FIG. 1 is simplified plan view of a data network;

FIG. 2 is a block diagram of a client terminal shown above in FIG. 1;

FIG. 3 is a plan view of a first web page having a visual representation of a hypertext link which can be employed in accessing a Virtual Garage™;

FIG. 4 is a plan view of a second web page having a visual representation of a hypertext link and data entry regions which can be employed in accessing a Virtual Garage™;

FIGS. 5a–b is a plan view of a web page employed to allow users to register to gain access to a Virtual Garage™;

FIG. 6 is a plan view of a web page that is uniquely associated with a user and on which product-related information stored on a server is accessed;

FIG. 7 is a plan view of a first web page through which a user can access product-related information that may be associated with the web page shown above in FIG. 6;

FIG. 8 is a plan view of a second web page through which a user can access product-related information that may be associated with the web page shown above in FIG. 6;

FIG. 9 is a plan view of a third web page through which a user can access product-related information that may be associated with the web page shown above in FIG. 6;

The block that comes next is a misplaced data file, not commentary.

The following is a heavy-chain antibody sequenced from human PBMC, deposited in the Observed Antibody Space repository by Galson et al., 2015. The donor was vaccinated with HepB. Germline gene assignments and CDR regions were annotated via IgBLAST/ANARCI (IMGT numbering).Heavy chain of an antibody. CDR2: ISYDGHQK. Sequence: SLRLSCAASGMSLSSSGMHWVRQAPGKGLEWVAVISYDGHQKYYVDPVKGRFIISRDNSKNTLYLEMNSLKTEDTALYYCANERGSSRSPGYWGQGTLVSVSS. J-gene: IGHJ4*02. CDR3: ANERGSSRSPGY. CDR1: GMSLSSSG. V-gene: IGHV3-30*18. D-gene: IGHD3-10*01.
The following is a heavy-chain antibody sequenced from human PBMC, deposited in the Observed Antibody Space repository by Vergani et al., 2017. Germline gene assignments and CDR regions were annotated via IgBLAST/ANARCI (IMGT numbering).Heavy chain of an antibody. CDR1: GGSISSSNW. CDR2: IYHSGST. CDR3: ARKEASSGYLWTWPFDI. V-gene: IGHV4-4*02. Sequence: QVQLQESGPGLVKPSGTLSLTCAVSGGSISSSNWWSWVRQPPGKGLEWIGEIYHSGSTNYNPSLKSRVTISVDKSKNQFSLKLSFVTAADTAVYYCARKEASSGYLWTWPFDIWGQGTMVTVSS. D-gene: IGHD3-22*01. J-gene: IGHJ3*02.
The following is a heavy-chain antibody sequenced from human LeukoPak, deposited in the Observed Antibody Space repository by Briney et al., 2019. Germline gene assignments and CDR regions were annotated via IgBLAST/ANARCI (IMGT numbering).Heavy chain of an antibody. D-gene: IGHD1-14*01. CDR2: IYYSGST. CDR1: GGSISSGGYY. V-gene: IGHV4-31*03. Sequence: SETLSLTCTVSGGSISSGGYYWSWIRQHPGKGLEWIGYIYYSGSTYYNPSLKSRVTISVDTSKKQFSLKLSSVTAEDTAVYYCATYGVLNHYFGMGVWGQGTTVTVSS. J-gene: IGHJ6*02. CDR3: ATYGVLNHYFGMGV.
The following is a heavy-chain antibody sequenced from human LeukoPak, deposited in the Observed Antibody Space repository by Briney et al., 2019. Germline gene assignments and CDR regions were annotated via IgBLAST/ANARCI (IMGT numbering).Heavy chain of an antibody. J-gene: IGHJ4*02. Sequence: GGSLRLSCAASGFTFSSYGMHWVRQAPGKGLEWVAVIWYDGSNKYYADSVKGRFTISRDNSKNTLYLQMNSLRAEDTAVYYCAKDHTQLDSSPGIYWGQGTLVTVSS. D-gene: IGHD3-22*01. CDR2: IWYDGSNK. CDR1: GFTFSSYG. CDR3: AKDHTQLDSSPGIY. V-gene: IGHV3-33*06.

FIG. 10 is a plan view of a fourth web page through which a user can access product-related information that may be associated with the web page shown above in FIG. 6;

FIG. 11 is a plan view of a fifth page through which a user can access product-related information that may be associated with the web page shown above in FIG. 6;

FIG. 12 is a plan view of a sixth web page through which a user can access product-related information that may be associated with the web page shown above in FIG. 6;

FIGS. 13a–c are plan views of a seventh web page through which a user can access product-related information that may be associated with the web page shown above in FIG. 6;

FIGS. 14a–c are plan views of a eight web page through which a user can access product-related information that may be associated with the web page shown above in FIG. 6;

FIGS. 15a–c are plan views of a ninth web page through which a user can access product-related information that may be associated with the web page shown above in FIG. 6;

FIG. 16a–c are a plan views of a tenth web page through which a user can access product-related information that may be associated with the web page shown above in FIG. 6;

FIGS. 17a–c are plan views of an eleventh web page through which a user can access product-related information that may be associated with the web page shown above in FIG. 6;

FIG. 18a–c are plan views of a twelfth web page through which a user can access product-related information that may be associated with the web page shown above in FIG. 6;

FIG. 19 is a plan view of a thirteenth web page through which a user can access product-related information that may be associated with the web page shown above in FIG. 6;